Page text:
Jack (pauses, looks at her): I know your name, Mel.

This is what I like: I get that sometimes, you just want to know someone sees you. That you’re not just another name.

Maybe that’s why the words from Isaiah are whispering through my brain nearly once a day right now: See, I have engraved you on the palms of my hands.

I know your name, Janel.

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Memos from a Landing: Thoughts on a Bumpy Transition

Well—we did it.

We got on the plane.

After four months of playing some crazy game show of “Pack, Trash, Sell or Give?” with all our stuff ad nauseam, settling our respective work into trustworthy hands, and enough heartrending goodbyes that at the end my heart was twisted dry—we neatly quietly faithfully? closed the chapter of our lives that is Africa.

Well. Scratch that, too. Africa’s far too kneaded into us, far too braided into the fabric that is us. And the work continues in Uganda, even if at a distance for us.

I now find myself in that odd twilight that is having arrived, but my life still flayed open like a cardboard box. The pieces of me are finding niches, or seeking one, or temporarily cast aside, or still hiding out. I’m that inevitable bin at the end when you’re unpacking, where you dumped all the spare randomness. Where in the world should this go?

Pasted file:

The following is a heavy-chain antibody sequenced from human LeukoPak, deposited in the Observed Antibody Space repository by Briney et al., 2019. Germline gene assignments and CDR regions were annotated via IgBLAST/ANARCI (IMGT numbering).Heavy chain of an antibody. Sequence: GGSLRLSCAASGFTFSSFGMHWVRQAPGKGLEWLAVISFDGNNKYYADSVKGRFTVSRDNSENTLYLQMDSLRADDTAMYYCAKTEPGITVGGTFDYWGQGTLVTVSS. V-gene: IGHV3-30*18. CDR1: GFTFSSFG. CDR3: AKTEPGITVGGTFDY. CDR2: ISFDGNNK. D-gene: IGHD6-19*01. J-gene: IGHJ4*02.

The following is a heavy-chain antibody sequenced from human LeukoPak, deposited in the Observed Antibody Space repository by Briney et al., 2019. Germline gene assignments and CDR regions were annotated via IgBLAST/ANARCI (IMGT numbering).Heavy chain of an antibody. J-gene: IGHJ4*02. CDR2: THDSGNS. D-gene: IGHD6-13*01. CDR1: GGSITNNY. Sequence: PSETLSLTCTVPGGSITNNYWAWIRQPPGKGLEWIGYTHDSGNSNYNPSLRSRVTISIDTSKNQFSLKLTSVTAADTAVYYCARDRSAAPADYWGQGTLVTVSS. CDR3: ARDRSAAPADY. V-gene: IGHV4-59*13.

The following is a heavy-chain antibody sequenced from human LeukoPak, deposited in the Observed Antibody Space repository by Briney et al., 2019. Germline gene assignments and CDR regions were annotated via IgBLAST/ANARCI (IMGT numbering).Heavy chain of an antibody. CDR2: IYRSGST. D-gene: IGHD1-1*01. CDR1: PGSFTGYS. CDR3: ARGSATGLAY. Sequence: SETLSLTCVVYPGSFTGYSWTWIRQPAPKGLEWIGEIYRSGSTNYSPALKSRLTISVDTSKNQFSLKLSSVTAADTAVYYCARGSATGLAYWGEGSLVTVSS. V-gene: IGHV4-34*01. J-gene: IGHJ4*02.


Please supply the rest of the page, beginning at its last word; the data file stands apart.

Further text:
Transition can feel…bereft.

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6 Lifelines for the Season When It Feels Like God’s Against You

Recently I sat with a friend who’s undergone such remarkable suffering over short years. I should tell you: She’ll be the first one to respond with hope. But I can also tell that what she has is faith, not answers. I can see question marks curling around, pointing her year after year to the God who will, someday (and even now) reward those who earnestly seek Him. Her sinewy, muscled joy is built on what she can’t see; on decisions of trust she makes over and over again.

Since I’ve been army-crawling through my own questions lately—today I’m yanking together some of the best advice I’ve received for seasons when God seems…away.